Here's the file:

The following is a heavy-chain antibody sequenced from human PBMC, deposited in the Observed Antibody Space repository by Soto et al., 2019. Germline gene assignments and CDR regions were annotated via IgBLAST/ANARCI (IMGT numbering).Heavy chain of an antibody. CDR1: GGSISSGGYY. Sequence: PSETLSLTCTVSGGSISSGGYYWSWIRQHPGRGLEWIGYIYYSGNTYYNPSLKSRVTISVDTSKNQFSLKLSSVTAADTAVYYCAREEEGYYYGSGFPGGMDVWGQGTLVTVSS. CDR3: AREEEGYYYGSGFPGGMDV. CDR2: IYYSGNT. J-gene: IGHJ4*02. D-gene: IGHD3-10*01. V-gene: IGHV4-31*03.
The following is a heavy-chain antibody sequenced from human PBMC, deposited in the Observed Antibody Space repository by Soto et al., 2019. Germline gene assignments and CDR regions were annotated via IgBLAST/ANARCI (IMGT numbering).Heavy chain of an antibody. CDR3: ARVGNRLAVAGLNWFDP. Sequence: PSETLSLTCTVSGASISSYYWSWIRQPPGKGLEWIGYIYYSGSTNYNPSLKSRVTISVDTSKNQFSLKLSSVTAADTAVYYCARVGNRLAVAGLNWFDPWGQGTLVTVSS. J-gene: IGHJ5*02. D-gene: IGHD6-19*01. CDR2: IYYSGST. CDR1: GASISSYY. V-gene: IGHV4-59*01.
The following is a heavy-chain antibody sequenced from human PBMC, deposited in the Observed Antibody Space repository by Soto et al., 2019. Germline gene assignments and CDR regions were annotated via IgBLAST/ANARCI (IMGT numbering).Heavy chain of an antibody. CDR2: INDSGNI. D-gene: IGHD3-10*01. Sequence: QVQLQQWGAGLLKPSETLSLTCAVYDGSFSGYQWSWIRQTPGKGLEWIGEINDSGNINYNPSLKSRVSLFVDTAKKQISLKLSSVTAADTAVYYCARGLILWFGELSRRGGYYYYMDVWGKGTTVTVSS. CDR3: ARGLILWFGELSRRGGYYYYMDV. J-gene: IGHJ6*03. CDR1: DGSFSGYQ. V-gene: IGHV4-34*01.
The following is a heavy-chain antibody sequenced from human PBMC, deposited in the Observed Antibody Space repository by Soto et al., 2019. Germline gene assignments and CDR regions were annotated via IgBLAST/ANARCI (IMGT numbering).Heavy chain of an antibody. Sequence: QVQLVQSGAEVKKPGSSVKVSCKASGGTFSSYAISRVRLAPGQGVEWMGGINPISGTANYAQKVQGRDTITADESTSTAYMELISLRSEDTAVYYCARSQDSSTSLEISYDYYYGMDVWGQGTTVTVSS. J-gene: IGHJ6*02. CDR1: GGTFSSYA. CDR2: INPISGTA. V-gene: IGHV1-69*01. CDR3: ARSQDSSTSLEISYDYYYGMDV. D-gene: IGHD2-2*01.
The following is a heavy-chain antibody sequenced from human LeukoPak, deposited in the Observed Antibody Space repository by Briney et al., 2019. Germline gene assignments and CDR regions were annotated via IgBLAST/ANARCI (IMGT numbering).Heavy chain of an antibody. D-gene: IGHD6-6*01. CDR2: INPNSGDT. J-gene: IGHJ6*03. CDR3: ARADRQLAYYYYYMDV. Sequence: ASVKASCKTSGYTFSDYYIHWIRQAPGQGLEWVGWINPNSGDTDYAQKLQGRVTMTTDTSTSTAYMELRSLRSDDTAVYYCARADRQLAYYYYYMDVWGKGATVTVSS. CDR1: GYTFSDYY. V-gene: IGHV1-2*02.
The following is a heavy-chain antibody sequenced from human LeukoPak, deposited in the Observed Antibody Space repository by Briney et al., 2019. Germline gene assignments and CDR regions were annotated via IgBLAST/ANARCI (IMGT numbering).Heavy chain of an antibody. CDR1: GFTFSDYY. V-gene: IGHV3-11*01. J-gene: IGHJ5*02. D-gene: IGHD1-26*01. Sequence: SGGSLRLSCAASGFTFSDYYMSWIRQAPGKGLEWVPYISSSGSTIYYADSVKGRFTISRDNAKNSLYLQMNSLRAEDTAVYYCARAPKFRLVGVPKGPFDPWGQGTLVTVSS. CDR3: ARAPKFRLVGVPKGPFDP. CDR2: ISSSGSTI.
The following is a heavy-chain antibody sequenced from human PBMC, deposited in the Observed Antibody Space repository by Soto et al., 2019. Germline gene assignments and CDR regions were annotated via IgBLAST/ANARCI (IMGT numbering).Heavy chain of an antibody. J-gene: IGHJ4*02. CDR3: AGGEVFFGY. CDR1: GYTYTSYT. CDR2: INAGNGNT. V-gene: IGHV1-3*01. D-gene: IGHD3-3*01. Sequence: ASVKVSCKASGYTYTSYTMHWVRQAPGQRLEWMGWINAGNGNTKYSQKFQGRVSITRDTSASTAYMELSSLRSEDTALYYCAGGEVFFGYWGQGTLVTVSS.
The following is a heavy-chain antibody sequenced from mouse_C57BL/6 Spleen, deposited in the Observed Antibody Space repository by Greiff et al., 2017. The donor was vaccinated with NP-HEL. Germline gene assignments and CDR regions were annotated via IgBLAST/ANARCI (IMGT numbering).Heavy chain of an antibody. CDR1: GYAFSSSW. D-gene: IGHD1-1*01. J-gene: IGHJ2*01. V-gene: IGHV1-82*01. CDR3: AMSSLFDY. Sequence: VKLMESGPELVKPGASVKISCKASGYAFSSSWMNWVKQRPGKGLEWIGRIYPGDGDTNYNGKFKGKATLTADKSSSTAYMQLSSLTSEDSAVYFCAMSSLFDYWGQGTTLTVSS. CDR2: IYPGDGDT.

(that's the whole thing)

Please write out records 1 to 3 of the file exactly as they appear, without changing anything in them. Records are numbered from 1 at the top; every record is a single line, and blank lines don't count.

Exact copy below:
The following is a heavy-chain antibody sequenced from human PBMC, deposited in the Observed Antibody Space repository by Soto et al., 2019. Germline gene assignments and CDR regions were annotated via IgBLAST/ANARCI (IMGT numbering).Heavy chain of an antibody. CDR1: GGSISSGGYY. Sequence: PSETLSLTCTVSGGSISSGGYYWSWIRQHPGRGLEWIGYIYYSGNTYYNPSLKSRVTISVDTSKNQFSLKLSSVTAADTAVYYCAREEEGYYYGSGFPGGMDVWGQGTLVTVSS. CDR3: AREEEGYYYGSGFPGGMDV. CDR2: IYYSGNT. J-gene: IGHJ4*02. D-gene: IGHD3-10*01. V-gene: IGHV4-31*03.
The following is a heavy-chain antibody sequenced from human PBMC, deposited in the Observed Antibody Space repository by Soto et al., 2019. Germline gene assignments and CDR regions were annotated via IgBLAST/ANARCI (IMGT numbering).Heavy chain of an antibody. CDR3: ARVGNRLAVAGLNWFDP. Sequence: PSETLSLTCTVSGASISSYYWSWIRQPPGKGLEWIGYIYYSGSTNYNPSLKSRVTISVDTSKNQFSLKLSSVTAADTAVYYCARVGNRLAVAGLNWFDPWGQGTLVTVSS. J-gene: IGHJ5*02. D-gene: IGHD6-19*01. CDR2: IYYSGST. CDR1: GASISSYY. V-gene: IGHV4-59*01.
The following is a heavy-chain antibody sequenced from human PBMC, deposited in the Observed Antibody Space repository by Soto et al., 2019. Germline gene assignments and CDR regions were annotated via IgBLAST/ANARCI (IMGT numbering).Heavy chain of an antibody. CDR2: INDSGNI. D-gene: IGHD3-10*01. Sequence: QVQLQQWGAGLLKPSETLSLTCAVYDGSFSGYQWSWIRQTPGKGLEWIGEINDSGNINYNPSLKSRVSLFVDTAKKQISLKLSSVTAADTAVYYCARGLILWFGELSRRGGYYYYMDVWGKGTTVTVSS. CDR3: ARGLILWFGELSRRGGYYYYMDV. J-gene: IGHJ6*03. CDR1: DGSFSGYQ. V-gene: IGHV4-34*01.